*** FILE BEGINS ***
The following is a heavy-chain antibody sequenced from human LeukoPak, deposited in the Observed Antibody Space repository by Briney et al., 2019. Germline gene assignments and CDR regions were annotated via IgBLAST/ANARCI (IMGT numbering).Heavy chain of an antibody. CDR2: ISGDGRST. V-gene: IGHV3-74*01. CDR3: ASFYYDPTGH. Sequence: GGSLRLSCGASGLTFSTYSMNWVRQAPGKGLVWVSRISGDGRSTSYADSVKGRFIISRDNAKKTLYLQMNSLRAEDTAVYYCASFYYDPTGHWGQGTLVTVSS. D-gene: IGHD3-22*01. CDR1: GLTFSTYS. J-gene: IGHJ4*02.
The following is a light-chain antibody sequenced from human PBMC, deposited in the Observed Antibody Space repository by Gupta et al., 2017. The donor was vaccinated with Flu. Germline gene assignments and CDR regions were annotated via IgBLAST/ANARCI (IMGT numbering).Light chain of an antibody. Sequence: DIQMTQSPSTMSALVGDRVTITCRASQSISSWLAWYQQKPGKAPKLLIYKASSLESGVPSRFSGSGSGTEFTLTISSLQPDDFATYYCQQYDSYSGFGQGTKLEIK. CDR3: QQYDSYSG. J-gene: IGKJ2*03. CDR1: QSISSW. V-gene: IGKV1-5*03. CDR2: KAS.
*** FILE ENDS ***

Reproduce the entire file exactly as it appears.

The following is a heavy-chain antibody sequenced from human LeukoPak, deposited in the Observed Antibody Space repository by Briney et al., 2019. Germline gene assignments and CDR regions were annotated via IgBLAST/ANARCI (IMGT numbering).Heavy chain of an antibody. CDR2: ISGDGRST. V-gene: IGHV3-74*01. CDR3: ASFYYDPTGH. Sequence: GGSLRLSCGASGLTFSTYSMNWVRQAPGKGLVWVSRISGDGRSTSYADSVKGRFIISRDNAKKTLYLQMNSLRAEDTAVYYCASFYYDPTGHWGQGTLVTVSS. D-gene: IGHD3-22*01. CDR1: GLTFSTYS. J-gene: IGHJ4*02.
The following is a light-chain antibody sequenced from human PBMC, deposited in the Observed Antibody Space repository by Gupta et al., 2017. The donor was vaccinated with Flu. Germline gene assignments and CDR regions were annotated via IgBLAST/ANARCI (IMGT numbering).Light chain of an antibody. Sequence: DIQMTQSPSTMSALVGDRVTITCRASQSISSWLAWYQQKPGKAPKLLIYKASSLESGVPSRFSGSGSGTEFTLTISSLQPDDFATYYCQQYDSYSGFGQGTKLEIK. CDR3: QQYDSYSG. J-gene: IGKJ2*03. CDR1: QSISSW. V-gene: IGKV1-5*03. CDR2: KAS.